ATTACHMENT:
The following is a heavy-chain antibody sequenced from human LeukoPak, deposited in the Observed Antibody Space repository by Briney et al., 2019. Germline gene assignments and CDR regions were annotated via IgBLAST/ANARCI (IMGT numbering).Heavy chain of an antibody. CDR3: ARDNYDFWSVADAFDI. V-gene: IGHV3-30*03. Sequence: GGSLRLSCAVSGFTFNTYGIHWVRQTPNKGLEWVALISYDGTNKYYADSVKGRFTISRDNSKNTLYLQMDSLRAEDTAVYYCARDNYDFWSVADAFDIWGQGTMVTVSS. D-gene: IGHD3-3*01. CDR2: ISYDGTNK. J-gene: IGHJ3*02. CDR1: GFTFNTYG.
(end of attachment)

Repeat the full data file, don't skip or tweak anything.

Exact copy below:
The following is a heavy-chain antibody sequenced from human LeukoPak, deposited in the Observed Antibody Space repository by Briney et al., 2019. Germline gene assignments and CDR regions were annotated via IgBLAST/ANARCI (IMGT numbering).Heavy chain of an antibody. CDR3: ARDNYDFWSVADAFDI. V-gene: IGHV3-30*03. Sequence: GGSLRLSCAVSGFTFNTYGIHWVRQTPNKGLEWVALISYDGTNKYYADSVKGRFTISRDNSKNTLYLQMDSLRAEDTAVYYCARDNYDFWSVADAFDIWGQGTMVTVSS. D-gene: IGHD3-3*01. CDR2: ISYDGTNK. J-gene: IGHJ3*02. CDR1: GFTFNTYG.